In most cases, those who receive a locked-in syndrome diagnosis retain full cognitive functioning. Locked-in syndrome occurs because of a stroke or other issues in the brain stem. This is separate from the parts of the brain that control cognitive functions.
When there is a change in cognitive function following an acute brain injury and locked in diagnosis, there was likely damage to other parts of the brain that caused it.
What Is Locked-In Syndrome?
Locked-in syndrome is a condition that may occur following a hemorrhage or blockage in the blood vessels that feed the brain stem and the pons. It is very rare and often misdiagnosed. Patients with locked-in syndrome are awake and aware but suffer from quadriplegia and paralysis. That person cannot move, speak, or communicate without assistance. He or she remains conscious with full cognitive functioning.
There are three types of locked-in syndrome:
Classic Locked-In Syndrome
Classic locked-in syndrome is characterized by global paralysis except for vertical eye movements and sometimes blinking.
Total Locked-In Syndrome
Total locked-in syndrome occurs when patients suffer global paralysis without any exception – the patient cannot move any part of their body voluntarily, including vertical eye movements.
Incomplete Locked-In Syndrome
In cases of incomplete locked-in syndrome, all the symptoms of a classic locked-in syndrome are present expect the patient retains voluntary motor function in additional parts of the body.
Other Types of Brain Injury May Explain Any Decrease in Cognitive Function
One 2008 study that evaluated ten patients with locked-in syndrome confirmed most patients retained full cognitive functions. The functions tested included:
- Short-term memory
- Long–term memory
- Attention span
- Executive functioning
- Phonological and semantic processing
- Verbal intelligence
Most people retained normal cognitive functions despite their locked in syndrome diagnosis. Researchers felt that those who did not likely suffered additional brain injuries, with lesions on other areas of the brain. It is likely these injuries — and not the injury to the brain stem that caused locked in syndrome — are responsible for any problems with cognitive functions.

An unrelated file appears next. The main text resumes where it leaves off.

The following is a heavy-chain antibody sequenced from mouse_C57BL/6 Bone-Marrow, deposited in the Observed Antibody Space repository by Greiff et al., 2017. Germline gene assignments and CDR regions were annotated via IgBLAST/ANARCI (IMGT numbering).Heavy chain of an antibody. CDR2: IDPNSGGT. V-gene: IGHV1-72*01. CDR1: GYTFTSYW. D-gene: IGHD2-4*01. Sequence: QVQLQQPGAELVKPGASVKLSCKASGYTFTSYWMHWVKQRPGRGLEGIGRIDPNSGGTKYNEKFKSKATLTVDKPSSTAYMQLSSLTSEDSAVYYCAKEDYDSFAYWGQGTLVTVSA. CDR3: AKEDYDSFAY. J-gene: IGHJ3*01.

Cognitive Function Contributes to a Relatively High Quality of Life
Patients with locked-in syndrome report a relatively high quality of life and many of them can live at home with ongoing support from caregivers. Intact cognitive functioning plays a key role in the quality of life, allowing the patient to live a full life without being able to ambulate on their own.
People with locked-in syndrome have written books, served as professors, and even consulted on legal cases. While most never return to work, these people can often find tasks that contribute to the world around them. The Internet and other technological advances make this even easier.
Cognitive Function Allows for Communication with the Outside World
When locked in syndrome was first named in the 1960s, patients could only communicate through blinking their eyes or utilizing vertical eye movements. Their family or caregivers would come up with a code for yes and no and would use an alphabet board to spell words. This is how journalist Jean-Dominique Bauby penned his memoir about living with locked-in syndrome, The Diving Bell and the Butterfly. Without cognitive functioning, spelling words and communicating using code would not be possible.
Today, technology plays a crucial role in helping those with locked-in syndrome communicate with their doctors, family members, and the outside world. Eye gaze devices and brain/computer interfaces, among others, improve the quality of life for these patients.
Talk to a Brain Injury Attorney About Your Family Member’s Locked In Syndrome
If your family member has locked-in syndrome, he or she may be eligible to pursue damages to help cover medical treatment, rehabilitation, ongoing care costs, communications devices, pain and suffering, and more. The lawyers from Newsome Melton will evaluate your loved one’s case and determine if someone else’s negligence played a role in their condition.
In cases when we can show someone else’s careless or reckless actions caused or exacerbated your loved one’s condition, we may be able to take legal action on their behalf. This could happen if:
- He or she suffered a traumatic brain injury in a car accident or other personal injury accident
- He or she sustained injuries because of an act of violence
- Medical malpractice caused a brain stem or pontine stroke
- Medical malpractice exacerbated their condition or caused pain and suffering
- We can identify another way someone else’s negligence caused your loved one’s condition
Call us today at 1-866-611-BASC for a free case review. Our team can take on complex civil litigation and pursue the damages your family deserves today.